Fancy a Titan RTX but don’t want to shell out $2,500 for the privilege? Blade has announced it is equipping its Shadow cloud gaming service with ray tracing chops courtesy of Nvidia’s top RTX-branded GPU, offering the very best in 4K ray-traced gaming beamed directly to your device.
Over at an event in Paris, Blade announced a new three tier system for its game streaming service, Shadow. At the top lies “Infinite.” The top tier of subscription, Infinite will deliver 4K gaming courtesy of a Titan RTX for 40 (€40) – the best of the best graphics cards. The “Ultra” package below includes an RTX 2080 (or equivalent) GPU, and, priced at £25 (€25), it is hoping to make ray tracing just a little more accessible.
That ostensibly means a free upgrade for current Shadow subscription holders, whose €30 monthly payment will soon see their GTX 1080 replaced with an RTX 2080 at a partial discount. Meanwhile, if you fancy cost-cutting, Blade is introducing “Boost,” an entry-level tier that will retain much of the same configuration as the current subscription for £13 (€13).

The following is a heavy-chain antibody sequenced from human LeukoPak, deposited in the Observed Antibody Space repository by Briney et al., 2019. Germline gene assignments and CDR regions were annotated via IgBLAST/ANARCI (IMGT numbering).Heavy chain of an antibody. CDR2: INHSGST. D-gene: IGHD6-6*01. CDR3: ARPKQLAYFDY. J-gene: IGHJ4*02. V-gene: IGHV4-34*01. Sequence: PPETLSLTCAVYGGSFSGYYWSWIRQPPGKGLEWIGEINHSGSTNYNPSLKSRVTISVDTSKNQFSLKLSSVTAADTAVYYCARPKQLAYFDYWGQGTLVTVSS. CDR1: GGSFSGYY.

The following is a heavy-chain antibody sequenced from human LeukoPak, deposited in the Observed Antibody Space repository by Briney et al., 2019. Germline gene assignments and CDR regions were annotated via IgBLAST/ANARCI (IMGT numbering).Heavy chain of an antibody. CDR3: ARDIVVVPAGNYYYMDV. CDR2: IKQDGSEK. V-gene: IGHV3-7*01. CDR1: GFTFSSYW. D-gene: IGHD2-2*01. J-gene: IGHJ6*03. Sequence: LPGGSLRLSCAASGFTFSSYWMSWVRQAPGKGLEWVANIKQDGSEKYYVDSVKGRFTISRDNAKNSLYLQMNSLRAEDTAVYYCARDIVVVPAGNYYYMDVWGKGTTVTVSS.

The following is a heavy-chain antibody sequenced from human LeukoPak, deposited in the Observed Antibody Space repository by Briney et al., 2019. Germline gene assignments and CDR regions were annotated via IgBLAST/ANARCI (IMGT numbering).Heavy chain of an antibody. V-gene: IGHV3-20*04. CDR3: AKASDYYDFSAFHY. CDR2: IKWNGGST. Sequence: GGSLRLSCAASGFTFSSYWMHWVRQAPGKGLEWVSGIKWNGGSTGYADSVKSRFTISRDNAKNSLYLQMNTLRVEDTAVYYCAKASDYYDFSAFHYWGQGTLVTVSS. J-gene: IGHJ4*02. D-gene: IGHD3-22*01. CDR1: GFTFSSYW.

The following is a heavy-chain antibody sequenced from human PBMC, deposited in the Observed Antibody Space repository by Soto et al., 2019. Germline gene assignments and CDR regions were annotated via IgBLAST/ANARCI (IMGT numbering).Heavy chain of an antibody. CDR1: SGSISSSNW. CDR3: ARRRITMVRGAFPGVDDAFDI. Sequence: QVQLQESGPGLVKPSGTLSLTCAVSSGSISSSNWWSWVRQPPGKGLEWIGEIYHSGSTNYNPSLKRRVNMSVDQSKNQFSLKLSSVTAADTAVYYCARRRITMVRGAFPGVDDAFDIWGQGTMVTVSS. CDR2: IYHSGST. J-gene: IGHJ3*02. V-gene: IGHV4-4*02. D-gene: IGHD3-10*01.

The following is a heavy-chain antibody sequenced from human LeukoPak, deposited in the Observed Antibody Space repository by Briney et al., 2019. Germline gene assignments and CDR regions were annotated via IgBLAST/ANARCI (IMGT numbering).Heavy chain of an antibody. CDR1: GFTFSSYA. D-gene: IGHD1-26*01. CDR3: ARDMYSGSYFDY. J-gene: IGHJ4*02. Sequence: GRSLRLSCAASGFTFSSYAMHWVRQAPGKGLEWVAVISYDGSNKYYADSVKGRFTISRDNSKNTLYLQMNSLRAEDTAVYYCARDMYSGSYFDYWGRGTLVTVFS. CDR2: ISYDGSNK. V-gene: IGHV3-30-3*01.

All new tiers are set to launch in February 2020, and pre-orders are reportedly set to go live at any moment.
The Infinite package will also see a step-up to a six-core CPU (or equivalent through server magic), 32GB of RAM, and 1TB of storage.
Blade Shadow is a cloud gaming service that offers a fully-fledged gaming PC up in the cloud. Where it and many other streaming services differ is that Shadow offers its customers an instance of a gaming PC, with access to all the same launchers, apps, and services as any local machine.
This means, beyond the subscription for the service, players have the ability to play their existing gaming libraries – whether that be on Steam, Epic Games Store, Origin, or wherever you own your favourite titles.
Blade’s announcement comes just a few weeks shy of Google Stadia’s initial launch. Undoubtedly Shadow wanted to make a big splash just beforehand and remind everyone, as its co-founder once told us, that “Google definitely isn’t the only one rushing to cloud gaming.”